Is it possible to not realize your own happiness? Or, when looking back, do you see it only because of nostalgia, wrapped up in the lie of “the good old days”?
My favorite kind of people all have the same virtue: they’re genuine. There’s just something about them that lacks pretense in any kind of way. They may appear blunt, even standoffish to others, but they’ve got their principles, they know who they are, and — for better or worse — that’s who they’ll stay.
I like that kind of person because I like to imagine I’m the same way. So when the birthday party, the night out, or big event comes along, I really don’t want to go. Ever. It’s not because I don’t want to be around people (although we’ve all been there), or that I’m just antisocial — it’s because I can’t stand taking posed pictures, and everyone and their momma has to have something to post to the ‘gram or Facebook.
It just comes off as fakery. No one was smiling like that two seconds before the picture was taken, no one was feeling that good. Why are we doing this? To look like better friends, tighter family, for social media? Ugh. I’m not just bitter about the awful photo attached to this column, I promise.
Everyone has that aunt, grandma or cousin who takes 5,000 photos over the course of that two-hour party. Selfies are bad enough, but this person has, I guarantee, invested in at least an entry-level DSLR camera with three different lenses and is the person every member of your family or social group goes to for birthday and anniversary photo shoots. You can’t deny them, because they don’t really want anything, just a second to take a picture — now everybody smile! Then wait for the 300 dings on your phone as you’re tagged in every last one.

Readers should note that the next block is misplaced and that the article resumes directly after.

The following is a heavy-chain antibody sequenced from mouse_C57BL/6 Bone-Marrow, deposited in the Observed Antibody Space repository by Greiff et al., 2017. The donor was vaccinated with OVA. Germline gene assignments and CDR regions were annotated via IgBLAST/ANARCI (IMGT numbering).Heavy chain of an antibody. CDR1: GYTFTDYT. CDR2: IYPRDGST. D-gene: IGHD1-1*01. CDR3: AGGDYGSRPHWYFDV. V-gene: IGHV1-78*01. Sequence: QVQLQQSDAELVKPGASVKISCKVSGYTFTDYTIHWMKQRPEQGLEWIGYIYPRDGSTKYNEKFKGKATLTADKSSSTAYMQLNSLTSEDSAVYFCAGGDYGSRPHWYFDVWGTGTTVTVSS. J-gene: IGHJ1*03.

If that doesn’t describe any member of your family, shoot, I’m up for adoption.
When I first look at those pictures, I see no value. I don’t need to see myself 500 times. I was there, and even if it’s not perfect, I’ll always have the memories, and they have more intrinsic value than a photo ever could.
Then time passes, as it is wont to do. I wake up years later and immediately grab my phone because I’m a millennial and that’s what we do. I check the weather, think about setting an alarm for 30 minutes later, sigh and decide not to, and then tap on the social media notification that shows me the stuff I posted or was tagged in on that day years ago.
And for the first time that day, I smile. A real smile.
Hey, I remember that prom photo. Man, I can’t believe I thought I was fat then. Was that Easter? Awww, the baby was so little. No way, is that a photo of mom?
I’m reminded of how I felt taking those pictures. I’m usually slightly annoyed, and I can see the big fake smile I plaster on to placate the photographer and my friends and family.
Turns out, I’m sometimes shortsighted. The pictures were never for me, at least not then. They weren’t for the ‘gram. They weren’t for likes on Facebook or to look happy when we weren’t.
They were an investment. They were to look at with a morning cup of coffee before a hard day, to remind me of the things I have had, what I still have, where I’ve gone, and where I’m going.
Is it just nostalgia? Or do I look back on these things I didn’t want to do at the time with a smile because I truly was happy?
I can’t answer that question for you. It helps me see the long picture. Maybe I wasn’t happy at that exact moment, but the memories those pictures spur are reminders of happiness. Those moments, and others.
So my apologies to the photographers that had to put up with me. I was hard on you, and while I didn’t appreciate you at the time, I’ve come to realize you were really doing me a favor.
However, looking in your eyes before you snap those photos, well … I think you knew all along. That’s this week’s small victory.
Jesse Jones is the editor of The Eagle Post, a member of Paxton Media Group. Reach him at email@example.com.